Faculty Focus

HIGHER ED TEACHING STRATEGIES FROM MAGNA PUBLICATIONS

grading practices

female professor looking over glasses

Contested Grades and the “You Earned It” Retort

A common rhetorical move we professors make when students object to a grade is to reframe the discussion. We’ll say, “Let’s be clear. I didn’t give you this grade. You earned it.” And if it were appropriate we might underscore our zinger with a smugly snapped Z. But stop and think about it. When we make the “you earned it” move, it’s simply an attempt to shift the debate away from the fairness or interpretation of our standard and onto students to justify their effort by our standard, which really wasn’t their complaint.

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students taking test

A Challenge to Current Grading Practices

There’s a lot to be gained from considering ideas and arguments at odds with current practice. In higher education, many instructional practices are accepted and replicated with little thought. Fortunately, there are a few scholars who keep asking tough questions and challenging conventional thinking. Australian D. Royce Sadler is one of them. His views on feedback and assessment are at odds with the mainstream, but his scholarship is impeccable, well-researched, and logically coherent. His ideas merit our attention, make for rich discussion, and should motivate us to delve into the assumptions that ground current policies and practices.

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students reviewing exam results

Point-Based Grading Systems: Benefits and Liabilities

If there’s a perfect grading system, it has yet to be discovered. This post is about point systems—not because they’re the best or the worst but because they’re widely used. It is precisely because they are so prevalent that we need to think about how they affect learning.

It would be nice if we had some empirical evidence to support our thinking. I’m surprised that so little research has been done on this common grading system. Does it promote more effective learning (as measured by higher exam scores or overall course grades) than letter grades or percentages? Does it motivate students to study? Does it make students more grade oriented or less so? Does it provoke more grade anxiety than other systems or less? Does make a difference whether we use a 100-point system or a 1,000-point system? We all have our preferences—and sometimes even reasons—for the systems we use, but where’s the evidence? I can’t remember reading anything empirical that explores these questions—if you have, please share the references.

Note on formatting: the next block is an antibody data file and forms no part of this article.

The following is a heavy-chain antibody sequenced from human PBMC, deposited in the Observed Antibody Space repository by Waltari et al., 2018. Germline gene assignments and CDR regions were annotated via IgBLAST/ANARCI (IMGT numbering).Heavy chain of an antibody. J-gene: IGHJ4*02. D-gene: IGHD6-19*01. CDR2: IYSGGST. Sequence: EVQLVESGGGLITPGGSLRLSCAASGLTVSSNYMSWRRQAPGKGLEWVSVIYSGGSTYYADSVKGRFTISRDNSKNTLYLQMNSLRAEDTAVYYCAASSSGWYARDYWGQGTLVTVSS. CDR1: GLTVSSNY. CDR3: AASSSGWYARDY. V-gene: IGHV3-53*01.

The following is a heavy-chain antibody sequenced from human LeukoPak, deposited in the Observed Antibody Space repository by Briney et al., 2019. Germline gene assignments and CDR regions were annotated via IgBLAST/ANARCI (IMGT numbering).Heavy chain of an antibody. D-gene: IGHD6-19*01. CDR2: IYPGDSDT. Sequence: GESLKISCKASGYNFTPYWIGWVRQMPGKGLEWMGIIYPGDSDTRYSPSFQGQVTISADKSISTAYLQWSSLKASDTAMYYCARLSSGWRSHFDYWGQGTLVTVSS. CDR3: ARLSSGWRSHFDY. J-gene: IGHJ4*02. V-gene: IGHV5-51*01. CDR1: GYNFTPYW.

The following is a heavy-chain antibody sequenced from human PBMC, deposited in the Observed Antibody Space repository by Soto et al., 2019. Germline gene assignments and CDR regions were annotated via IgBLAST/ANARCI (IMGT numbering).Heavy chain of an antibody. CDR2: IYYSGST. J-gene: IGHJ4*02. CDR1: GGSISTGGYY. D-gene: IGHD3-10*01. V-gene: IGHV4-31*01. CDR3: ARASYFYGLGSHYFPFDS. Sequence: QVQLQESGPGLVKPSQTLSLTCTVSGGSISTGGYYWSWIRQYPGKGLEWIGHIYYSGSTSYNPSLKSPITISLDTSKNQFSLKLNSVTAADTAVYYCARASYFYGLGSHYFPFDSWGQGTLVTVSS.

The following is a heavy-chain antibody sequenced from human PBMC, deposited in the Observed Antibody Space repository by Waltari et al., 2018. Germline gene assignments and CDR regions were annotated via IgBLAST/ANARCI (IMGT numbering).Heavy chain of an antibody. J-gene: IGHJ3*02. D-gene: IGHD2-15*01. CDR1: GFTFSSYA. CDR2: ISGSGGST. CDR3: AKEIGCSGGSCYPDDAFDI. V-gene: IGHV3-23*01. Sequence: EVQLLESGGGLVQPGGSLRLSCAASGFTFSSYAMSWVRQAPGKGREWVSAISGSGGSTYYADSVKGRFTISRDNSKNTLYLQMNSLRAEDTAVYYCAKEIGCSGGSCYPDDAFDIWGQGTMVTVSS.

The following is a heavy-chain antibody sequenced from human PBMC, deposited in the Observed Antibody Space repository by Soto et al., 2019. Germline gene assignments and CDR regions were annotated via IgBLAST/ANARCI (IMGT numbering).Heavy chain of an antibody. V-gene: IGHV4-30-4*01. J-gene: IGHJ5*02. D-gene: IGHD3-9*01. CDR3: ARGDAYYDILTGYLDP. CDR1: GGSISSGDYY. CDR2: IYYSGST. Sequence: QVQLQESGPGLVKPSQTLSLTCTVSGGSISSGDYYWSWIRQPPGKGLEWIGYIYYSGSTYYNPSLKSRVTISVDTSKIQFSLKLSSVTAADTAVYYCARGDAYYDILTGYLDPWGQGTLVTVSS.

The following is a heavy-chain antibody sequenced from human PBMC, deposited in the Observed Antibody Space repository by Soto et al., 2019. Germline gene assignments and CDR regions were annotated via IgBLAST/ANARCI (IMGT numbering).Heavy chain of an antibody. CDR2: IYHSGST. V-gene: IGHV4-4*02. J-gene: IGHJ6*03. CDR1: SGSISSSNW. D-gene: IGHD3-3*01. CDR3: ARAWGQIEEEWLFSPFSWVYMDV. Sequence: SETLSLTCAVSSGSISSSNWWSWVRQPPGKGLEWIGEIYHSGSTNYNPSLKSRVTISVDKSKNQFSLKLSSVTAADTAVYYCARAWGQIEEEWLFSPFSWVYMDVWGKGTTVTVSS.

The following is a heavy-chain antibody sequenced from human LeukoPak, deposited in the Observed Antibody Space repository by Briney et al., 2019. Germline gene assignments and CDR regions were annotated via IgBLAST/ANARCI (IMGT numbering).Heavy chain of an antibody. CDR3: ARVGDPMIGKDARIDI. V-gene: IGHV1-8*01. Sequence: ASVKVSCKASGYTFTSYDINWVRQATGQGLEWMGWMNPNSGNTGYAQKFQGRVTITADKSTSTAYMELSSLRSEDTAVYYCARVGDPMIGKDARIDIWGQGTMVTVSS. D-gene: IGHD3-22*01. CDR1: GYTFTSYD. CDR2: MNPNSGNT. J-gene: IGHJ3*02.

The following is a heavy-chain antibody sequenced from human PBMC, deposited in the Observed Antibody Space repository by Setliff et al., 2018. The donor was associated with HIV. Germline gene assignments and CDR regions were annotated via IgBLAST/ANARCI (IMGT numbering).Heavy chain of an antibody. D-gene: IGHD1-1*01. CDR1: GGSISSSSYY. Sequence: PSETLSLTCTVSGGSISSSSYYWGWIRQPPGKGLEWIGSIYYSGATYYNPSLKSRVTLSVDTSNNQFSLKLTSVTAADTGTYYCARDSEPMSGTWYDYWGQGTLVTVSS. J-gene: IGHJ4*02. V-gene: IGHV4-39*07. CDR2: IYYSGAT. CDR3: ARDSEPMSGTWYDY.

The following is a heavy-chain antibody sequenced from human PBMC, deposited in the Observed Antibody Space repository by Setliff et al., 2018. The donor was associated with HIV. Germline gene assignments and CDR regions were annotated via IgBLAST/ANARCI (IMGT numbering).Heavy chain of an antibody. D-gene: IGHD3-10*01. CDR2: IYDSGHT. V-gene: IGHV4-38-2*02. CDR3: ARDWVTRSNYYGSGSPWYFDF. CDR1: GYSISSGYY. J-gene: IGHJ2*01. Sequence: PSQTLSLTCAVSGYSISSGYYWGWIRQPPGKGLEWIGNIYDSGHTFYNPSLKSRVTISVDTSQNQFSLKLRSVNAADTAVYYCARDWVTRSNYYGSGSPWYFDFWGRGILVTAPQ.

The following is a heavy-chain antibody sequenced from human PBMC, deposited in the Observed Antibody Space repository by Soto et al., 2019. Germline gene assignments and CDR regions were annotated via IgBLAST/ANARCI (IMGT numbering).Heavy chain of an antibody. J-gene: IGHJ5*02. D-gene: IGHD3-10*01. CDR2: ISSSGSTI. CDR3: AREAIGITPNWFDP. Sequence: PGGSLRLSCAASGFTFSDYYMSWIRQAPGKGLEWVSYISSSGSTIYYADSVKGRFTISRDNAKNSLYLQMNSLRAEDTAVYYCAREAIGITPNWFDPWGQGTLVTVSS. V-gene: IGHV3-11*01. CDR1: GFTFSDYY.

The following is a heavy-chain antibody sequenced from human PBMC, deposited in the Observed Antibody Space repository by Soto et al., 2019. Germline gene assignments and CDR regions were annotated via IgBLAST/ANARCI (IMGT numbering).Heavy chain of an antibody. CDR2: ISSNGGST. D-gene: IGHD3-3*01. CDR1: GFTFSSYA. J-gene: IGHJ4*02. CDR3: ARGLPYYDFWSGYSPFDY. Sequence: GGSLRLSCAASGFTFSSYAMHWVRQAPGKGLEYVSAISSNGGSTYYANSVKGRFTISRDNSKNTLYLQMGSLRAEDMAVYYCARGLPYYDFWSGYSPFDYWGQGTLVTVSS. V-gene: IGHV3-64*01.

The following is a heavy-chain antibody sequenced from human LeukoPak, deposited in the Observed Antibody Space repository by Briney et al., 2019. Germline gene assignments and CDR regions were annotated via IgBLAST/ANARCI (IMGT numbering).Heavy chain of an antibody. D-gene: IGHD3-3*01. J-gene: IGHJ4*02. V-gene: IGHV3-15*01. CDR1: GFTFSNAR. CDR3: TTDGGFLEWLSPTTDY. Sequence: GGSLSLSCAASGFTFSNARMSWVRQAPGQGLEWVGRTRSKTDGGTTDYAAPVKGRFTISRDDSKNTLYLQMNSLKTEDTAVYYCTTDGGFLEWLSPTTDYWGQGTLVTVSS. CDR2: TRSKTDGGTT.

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students in class

Axial Assessment: The 21st Century Answer to Assessment

The current state of student assessment in the classroom is mediocre, vague, and reprehensibly flawed. In much of higher education, we educators stake a moral high ground on positivistic academics. Case in point: assessment. We claim that our assessments within the classroom are objective, not subjective. After all, you wouldn’t stand in front of class and say that your grading is subjective and that students should just deal with it, right? Can we honestly examine a written paper or virtually any other assessment in our courses and claim that we grade completely void of bias? Let’s put this idea to the test. Take one of your assessments previously completed by a student. Grade the assignment using your rubric. Afterwards, have another educator among the same discipline grade the assignment using your exact rubric. Does your colleague’s grade and yours match? How far off are the two grades? If your assessment is truly objective, the grades should be exact. Not close but exact. Anything else reduces the reliability of your assessment.

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